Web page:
Welcome to the post-contemporary. The future feels like the past: familiar, predictable, immutable—leaving the present with the uncertainties of the future. Is Donald Trump going to be president? Is wheat poisonous? Is Iraq a country? Is France a democracy? Do I like Shakira? Am I suffering from depression? Are we at war?
Anna Uddenberg is, as far as I can see, the only Swede among the participants. She displays several sculptures, most of them in staged “non-places”. Anonymous young females, one of them in an extreme selfie-position.
Another work with a funny touch is Camille Henrot’s Office of Unreplied Emails, in which she gives handwritten answers to automatic e-mails. The answers are overemotional and intimate and give a sharp contrast to the emails, sent by stores, activist groups and others, which Henrot previously has supported by donations or signing up. The work is a human comment to our age of rapid automatization.
Most of the artists are young, born in the 80’s or the 90’s, but there are at least one exception – Adrian Piper, born 1948. She displays some manipulated signs projected in dead-ends. It’s a kind of contradiction – “Howdy” (short for How do you do?) on no-entry signs.
What first reminds of a contemporary version of Duchamp’s Fountain, is a work by Shawn Maximo. He has refurbished one of the toilets at KW Institute for Contemporary Art and at the same time made it to an information center for the biennale. The private moments turn into the sphere of commodification.
The New York based artist Josh Kline shows the film Crying Games, which criticizes some of the leaders of the 2000s. Condoleezza Rice, Donald Rumsfeld, George W. Bush, Dick Cheney and others are played by actors, but the actor’s faces are replaced by the political leader’s faces by a simple software. They are crying out: “What have I done?”, “So many people”. A kind of historical revisionism and at the same time a weapon of critic.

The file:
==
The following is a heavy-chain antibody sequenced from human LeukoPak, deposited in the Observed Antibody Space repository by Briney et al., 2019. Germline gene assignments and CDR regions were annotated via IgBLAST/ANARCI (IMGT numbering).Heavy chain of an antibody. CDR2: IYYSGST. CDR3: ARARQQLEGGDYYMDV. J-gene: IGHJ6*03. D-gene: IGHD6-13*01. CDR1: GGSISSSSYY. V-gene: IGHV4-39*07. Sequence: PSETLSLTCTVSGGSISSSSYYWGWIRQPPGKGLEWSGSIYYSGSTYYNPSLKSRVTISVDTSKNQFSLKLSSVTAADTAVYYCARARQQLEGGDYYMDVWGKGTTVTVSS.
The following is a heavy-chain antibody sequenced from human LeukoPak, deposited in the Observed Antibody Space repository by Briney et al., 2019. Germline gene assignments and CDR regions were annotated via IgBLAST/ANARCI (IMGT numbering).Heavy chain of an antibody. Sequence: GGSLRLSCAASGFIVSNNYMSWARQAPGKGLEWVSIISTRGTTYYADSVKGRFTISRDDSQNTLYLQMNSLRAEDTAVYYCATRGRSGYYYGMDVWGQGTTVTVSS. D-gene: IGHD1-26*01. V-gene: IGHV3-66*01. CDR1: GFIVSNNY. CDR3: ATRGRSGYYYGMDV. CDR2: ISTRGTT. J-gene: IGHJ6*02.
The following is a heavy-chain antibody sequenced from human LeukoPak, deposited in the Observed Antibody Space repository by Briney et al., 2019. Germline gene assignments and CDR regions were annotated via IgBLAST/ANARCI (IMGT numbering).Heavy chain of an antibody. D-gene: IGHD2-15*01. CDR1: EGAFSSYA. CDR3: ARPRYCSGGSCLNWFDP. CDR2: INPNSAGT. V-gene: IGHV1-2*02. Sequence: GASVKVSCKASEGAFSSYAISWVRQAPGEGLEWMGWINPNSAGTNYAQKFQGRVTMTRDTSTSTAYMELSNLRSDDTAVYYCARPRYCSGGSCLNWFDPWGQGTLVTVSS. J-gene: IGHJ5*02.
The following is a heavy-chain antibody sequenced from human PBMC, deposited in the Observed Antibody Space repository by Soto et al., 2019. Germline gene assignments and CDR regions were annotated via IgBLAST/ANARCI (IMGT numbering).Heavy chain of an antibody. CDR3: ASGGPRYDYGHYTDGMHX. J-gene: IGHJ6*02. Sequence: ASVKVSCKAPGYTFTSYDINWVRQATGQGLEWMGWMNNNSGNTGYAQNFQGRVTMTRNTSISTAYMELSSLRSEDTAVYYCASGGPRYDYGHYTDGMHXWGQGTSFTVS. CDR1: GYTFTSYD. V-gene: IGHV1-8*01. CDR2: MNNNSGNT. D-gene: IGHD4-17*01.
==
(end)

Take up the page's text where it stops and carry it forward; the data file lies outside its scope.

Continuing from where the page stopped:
Halil Altindere has made the refreshing hip hop-video Homeland in collaboration with a Syrian rapper; it’s blending shots from Istanbul and Berlin as a response to migration crises.
There are definitely parts of The Present in Drag that should be criticized. Some of the works are just not enough elaborated, some of them are too traditional. (I start yawning when I see too many video installations based on the typical mix of documentary and fictional content, especially if they are discussing political issues on routine. And I fall asleep when I have to look at some organic, ‘natural’ sculptures made of ready-mades in combination with traditional techniques, particularly if the concept is weak.)
Anyway. The biennale is definitely a good experience. Although it’s full of imitations, it feels honest. The imitation is clearly the critical tool.
The 9th Berlin Biennale for Contemporary Art materializes the paradoxes that make up the world in 2016: the virtual as the real, nations as brands, people as data, culture as capital, wellness as politics, happiness as GDP, and so on.
2016-07-24 ||Fredrik Sandblad